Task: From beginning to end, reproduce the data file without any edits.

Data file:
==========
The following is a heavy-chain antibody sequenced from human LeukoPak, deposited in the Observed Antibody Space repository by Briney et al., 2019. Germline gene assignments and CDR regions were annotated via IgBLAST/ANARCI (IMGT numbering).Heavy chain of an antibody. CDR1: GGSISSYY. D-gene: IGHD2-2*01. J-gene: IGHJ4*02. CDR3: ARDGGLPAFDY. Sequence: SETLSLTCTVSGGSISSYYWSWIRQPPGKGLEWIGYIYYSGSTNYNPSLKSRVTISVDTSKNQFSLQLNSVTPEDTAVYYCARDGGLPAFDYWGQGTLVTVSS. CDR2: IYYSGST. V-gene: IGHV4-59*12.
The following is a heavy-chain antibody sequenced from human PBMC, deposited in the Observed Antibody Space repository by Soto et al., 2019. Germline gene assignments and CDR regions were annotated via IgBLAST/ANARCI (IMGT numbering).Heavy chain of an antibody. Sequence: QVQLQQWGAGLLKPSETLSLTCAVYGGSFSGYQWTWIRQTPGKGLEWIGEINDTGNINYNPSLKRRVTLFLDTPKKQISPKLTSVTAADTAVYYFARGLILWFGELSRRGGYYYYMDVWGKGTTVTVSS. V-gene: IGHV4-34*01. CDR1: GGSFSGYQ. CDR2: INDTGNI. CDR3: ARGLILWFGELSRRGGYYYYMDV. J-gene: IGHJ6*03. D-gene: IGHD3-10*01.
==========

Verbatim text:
The following is a heavy-chain antibody sequenced from human LeukoPak, deposited in the Observed Antibody Space repository by Briney et al., 2019. Germline gene assignments and CDR regions were annotated via IgBLAST/ANARCI (IMGT numbering).Heavy chain of an antibody. CDR1: GGSISSYY. D-gene: IGHD2-2*01. J-gene: IGHJ4*02. CDR3: ARDGGLPAFDY. Sequence: SETLSLTCTVSGGSISSYYWSWIRQPPGKGLEWIGYIYYSGSTNYNPSLKSRVTISVDTSKNQFSLQLNSVTPEDTAVYYCARDGGLPAFDYWGQGTLVTVSS. CDR2: IYYSGST. V-gene: IGHV4-59*12.
The following is a heavy-chain antibody sequenced from human PBMC, deposited in the Observed Antibody Space repository by Soto et al., 2019. Germline gene assignments and CDR regions were annotated via IgBLAST/ANARCI (IMGT numbering).Heavy chain of an antibody. Sequence: QVQLQQWGAGLLKPSETLSLTCAVYGGSFSGYQWTWIRQTPGKGLEWIGEINDTGNINYNPSLKRRVTLFLDTPKKQISPKLTSVTAADTAVYYFARGLILWFGELSRRGGYYYYMDVWGKGTTVTVSS. V-gene: IGHV4-34*01. CDR1: GGSFSGYQ. CDR2: INDTGNI. CDR3: ARGLILWFGELSRRGGYYYYMDV. J-gene: IGHJ6*03. D-gene: IGHD3-10*01.